December Editorial      




Zircon (ZrSiO4) is an interesting mineral for a number of reasons. For a start it is evenly distributed within the Earth's crust. Zircons can be found in igneous rocks, metamorphic rocks and also in sedimentary deposits. They are really large crystals. A typical zircon crystal in granite for example is 100 - 300 micrometers across, although some can grow to several centimetres in size - especially in pegmatites (a very coarse-grained rock similar in composition to granite). Another interesting property of Zircon is its durability. Zircons seem survive most geologic processes, including erosion, transport, and even high-grade metamorphism. A very useful property of Zircons is their ability to accept high-field-strength elements. So Zirconium, which is one of the high-field-strength elements, can be substituted for another element, for example: Hafnium (Hf), Thorium (Th) or Uranium (U). Therefore, because Zircons always contain traces of Uranium and Thorium they are used extensively for radiometric dating.

Those radimetric dating techniques have been invaluable in a recent study. Here researchers showed that Zircons can form in the upper mantle and persist there for millions of years before entering the Earth's crust through volcanic processes. The Zircon crystals used for this latest study (recently published in Nature Geoscience (1)) came from recently discovered basaltic fields in north-eastern Bavaria. The gem-quality crystals from this area were larger than average, being about 1-3 mm in diameter.

Using the Uranium-thorium-helium dating technique the authors of the Nature Geoscience paper showed that the Zircon crystals in question were transported to the Earth's crust by basalt eruptions.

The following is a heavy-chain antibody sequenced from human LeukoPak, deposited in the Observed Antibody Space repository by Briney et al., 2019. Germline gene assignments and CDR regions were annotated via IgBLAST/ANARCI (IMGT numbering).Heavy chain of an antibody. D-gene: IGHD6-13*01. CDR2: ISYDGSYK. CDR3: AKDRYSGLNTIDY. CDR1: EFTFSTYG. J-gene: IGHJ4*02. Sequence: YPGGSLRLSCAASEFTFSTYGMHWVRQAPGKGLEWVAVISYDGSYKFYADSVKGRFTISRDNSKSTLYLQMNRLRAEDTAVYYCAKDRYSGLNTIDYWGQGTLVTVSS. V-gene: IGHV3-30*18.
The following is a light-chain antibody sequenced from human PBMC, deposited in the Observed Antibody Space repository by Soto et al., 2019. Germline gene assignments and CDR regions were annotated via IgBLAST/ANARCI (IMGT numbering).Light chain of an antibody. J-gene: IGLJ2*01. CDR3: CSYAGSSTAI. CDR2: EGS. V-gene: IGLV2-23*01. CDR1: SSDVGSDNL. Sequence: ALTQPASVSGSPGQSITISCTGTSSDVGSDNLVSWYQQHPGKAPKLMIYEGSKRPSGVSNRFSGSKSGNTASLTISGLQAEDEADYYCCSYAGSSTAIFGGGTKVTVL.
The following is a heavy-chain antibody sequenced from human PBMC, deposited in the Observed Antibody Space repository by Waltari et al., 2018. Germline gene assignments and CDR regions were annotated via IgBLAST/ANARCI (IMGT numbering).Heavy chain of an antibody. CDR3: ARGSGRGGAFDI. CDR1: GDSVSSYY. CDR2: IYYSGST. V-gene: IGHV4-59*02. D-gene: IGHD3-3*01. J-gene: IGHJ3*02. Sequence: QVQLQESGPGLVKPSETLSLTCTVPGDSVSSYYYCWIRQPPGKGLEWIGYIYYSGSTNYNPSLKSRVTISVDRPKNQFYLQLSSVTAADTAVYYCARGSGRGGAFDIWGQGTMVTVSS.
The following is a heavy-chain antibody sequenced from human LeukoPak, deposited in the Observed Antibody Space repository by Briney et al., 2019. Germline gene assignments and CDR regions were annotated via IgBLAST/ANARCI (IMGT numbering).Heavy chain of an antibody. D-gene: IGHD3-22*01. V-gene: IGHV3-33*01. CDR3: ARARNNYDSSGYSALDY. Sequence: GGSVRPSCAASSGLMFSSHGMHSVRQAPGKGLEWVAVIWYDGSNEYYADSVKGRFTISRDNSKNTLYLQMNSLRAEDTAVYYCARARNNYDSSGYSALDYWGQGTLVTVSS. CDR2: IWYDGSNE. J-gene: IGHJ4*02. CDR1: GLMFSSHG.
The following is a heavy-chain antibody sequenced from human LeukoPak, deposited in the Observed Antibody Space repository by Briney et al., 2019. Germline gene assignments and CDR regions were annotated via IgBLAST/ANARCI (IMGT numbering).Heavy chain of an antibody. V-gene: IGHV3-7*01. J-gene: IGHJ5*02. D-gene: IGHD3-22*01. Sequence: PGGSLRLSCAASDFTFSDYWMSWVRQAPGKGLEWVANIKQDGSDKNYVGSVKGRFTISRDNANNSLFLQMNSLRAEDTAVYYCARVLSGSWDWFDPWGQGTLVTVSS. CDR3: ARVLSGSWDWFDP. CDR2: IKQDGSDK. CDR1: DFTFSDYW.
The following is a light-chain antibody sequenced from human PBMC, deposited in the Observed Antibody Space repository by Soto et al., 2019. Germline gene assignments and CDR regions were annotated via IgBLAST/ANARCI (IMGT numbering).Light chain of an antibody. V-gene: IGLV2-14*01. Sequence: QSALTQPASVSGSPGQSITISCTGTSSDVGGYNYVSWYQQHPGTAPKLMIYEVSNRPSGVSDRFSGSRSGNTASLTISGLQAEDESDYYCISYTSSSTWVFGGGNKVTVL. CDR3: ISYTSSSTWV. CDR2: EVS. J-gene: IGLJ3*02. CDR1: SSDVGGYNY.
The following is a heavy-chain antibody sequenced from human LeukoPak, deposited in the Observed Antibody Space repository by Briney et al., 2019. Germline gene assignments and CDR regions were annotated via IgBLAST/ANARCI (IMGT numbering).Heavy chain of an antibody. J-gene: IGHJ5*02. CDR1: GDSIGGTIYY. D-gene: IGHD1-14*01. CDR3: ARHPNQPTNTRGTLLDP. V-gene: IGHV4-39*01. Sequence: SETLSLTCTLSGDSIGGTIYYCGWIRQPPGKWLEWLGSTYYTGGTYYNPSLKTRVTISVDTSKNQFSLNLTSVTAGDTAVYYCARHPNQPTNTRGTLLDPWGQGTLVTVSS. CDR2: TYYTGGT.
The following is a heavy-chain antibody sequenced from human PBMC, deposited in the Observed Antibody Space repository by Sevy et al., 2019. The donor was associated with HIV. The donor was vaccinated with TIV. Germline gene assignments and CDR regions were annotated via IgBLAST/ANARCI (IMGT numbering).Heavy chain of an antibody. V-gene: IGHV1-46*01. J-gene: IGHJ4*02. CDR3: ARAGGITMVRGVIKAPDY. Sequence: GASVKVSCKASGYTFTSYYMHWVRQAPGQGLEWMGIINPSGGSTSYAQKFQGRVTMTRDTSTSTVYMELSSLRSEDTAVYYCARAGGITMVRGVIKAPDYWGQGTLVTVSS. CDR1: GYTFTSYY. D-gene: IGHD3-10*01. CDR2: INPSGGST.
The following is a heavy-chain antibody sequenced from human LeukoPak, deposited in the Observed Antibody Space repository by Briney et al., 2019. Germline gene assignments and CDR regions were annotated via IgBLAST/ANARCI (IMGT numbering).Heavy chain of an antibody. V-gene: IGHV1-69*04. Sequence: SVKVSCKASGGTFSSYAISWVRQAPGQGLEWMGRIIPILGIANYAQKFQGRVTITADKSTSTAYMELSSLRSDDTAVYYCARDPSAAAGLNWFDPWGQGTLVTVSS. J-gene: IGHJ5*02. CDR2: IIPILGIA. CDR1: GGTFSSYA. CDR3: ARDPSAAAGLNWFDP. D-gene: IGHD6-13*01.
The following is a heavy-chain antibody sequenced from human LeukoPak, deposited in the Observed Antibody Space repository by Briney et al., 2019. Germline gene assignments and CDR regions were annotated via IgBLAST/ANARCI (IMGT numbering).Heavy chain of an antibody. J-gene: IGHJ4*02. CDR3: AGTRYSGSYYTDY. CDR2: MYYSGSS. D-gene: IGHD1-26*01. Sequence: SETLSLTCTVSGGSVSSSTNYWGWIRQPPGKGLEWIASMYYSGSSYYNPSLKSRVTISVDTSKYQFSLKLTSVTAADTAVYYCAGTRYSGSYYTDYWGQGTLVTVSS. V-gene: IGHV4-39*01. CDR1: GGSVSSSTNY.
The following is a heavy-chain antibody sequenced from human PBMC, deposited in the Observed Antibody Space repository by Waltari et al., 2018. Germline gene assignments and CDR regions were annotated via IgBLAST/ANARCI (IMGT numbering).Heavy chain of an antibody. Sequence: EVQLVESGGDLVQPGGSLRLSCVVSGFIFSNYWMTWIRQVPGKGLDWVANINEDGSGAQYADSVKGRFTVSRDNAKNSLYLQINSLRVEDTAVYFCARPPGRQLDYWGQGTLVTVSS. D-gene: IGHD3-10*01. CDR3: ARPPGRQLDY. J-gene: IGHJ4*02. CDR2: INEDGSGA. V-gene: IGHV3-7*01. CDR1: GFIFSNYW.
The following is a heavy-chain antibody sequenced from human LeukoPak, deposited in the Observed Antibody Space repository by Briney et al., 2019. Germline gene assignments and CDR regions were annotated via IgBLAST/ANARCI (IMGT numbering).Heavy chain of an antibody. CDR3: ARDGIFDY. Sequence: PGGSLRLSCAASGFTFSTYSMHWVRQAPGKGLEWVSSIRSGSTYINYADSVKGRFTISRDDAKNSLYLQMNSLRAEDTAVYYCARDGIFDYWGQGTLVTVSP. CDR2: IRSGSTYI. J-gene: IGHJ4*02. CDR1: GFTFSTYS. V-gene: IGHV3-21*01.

Uranium-thorium dating, also called thorium-230 dating technique, is unlike other ratiometric dating techniques, in that it calculates age from the degree to which the equilibrium between Thorium-230 isotope and Uranium-234 has been restored within the sample. Thorium-230 is the product of Uranium-234 decay. But the Thorium-230 is also radioactive with a half-life of 75 thousand years. For this study both Zircons and the host basalt were analysed.

By estimating the Thorium-230/uranium-234 ratio in the sample it proved possible to estimate time the sample had been within the Earth's crust. By comparing the age of the basalt with the age of the zircons it was possible to show that the Zircons were transported to the Earth's surface not earlier that 29 million years ago.

Next the researchers used uranium-lead dating technique to estimate the actual age of the Zircon crystals. Uranium-lead dating, unlike the uranium-thorium dating described above, looks for an end product of the decay of uranium-238 or lead-207 from uranium-235, this product being lead-208. Because Zircon does not naturally incorporate lead atoms into its structure, it can be assumed that the lead content in Zircon is the product of uranium decay. Taking the half-life of uranium and the amount of lead in the Zircon crystals, one can estimate the age of the Zircon. This, in the case of the Bavarian sample, was between 51 and 80 million years. The difference between the uranium-thorium dating and the uranium-lead dating suggests that the Zircon remained intact in the Earth's upper mantle for up to 60 million years. Although Zircon is well known for its durability, this research further demonstrates the ability of Zircon to exist despite extreme geological conditions. As this analysis has shown, Zircons can even survive the pressure and temperatures of the Earth's mantle.

1. Wolfgang Siebel, Axel K. Schmitt, Martin Daniík, Fukun Chen, Stefan Meier, Stefan Wei and Sümeyya Erolu. Prolonged mantle residence of zircon xenocrysts from the western Eger rift. Nature Geoscience 2009, 2, pp. 886 - 890.


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